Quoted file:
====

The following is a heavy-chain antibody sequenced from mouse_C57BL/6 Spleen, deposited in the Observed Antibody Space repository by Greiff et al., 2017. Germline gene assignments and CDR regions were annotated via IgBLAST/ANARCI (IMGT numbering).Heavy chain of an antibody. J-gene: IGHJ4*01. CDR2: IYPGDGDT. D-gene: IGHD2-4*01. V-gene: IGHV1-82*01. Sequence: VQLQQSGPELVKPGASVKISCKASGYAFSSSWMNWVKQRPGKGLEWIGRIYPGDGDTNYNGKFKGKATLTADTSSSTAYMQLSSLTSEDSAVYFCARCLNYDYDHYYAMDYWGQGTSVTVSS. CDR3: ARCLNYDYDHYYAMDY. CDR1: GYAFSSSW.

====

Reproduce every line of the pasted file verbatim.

The following is a heavy-chain antibody sequenced from mouse_C57BL/6 Spleen, deposited in the Observed Antibody Space repository by Greiff et al., 2017. Germline gene assignments and CDR regions were annotated via IgBLAST/ANARCI (IMGT numbering).Heavy chain of an antibody. J-gene: IGHJ4*01. CDR2: IYPGDGDT. D-gene: IGHD2-4*01. V-gene: IGHV1-82*01. Sequence: VQLQQSGPELVKPGASVKISCKASGYAFSSSWMNWVKQRPGKGLEWIGRIYPGDGDTNYNGKFKGKATLTADTSSSTAYMQLSSLTSEDSAVYFCARCLNYDYDHYYAMDYWGQGTSVTVSS. CDR3: ARCLNYDYDHYYAMDY. CDR1: GYAFSSSW.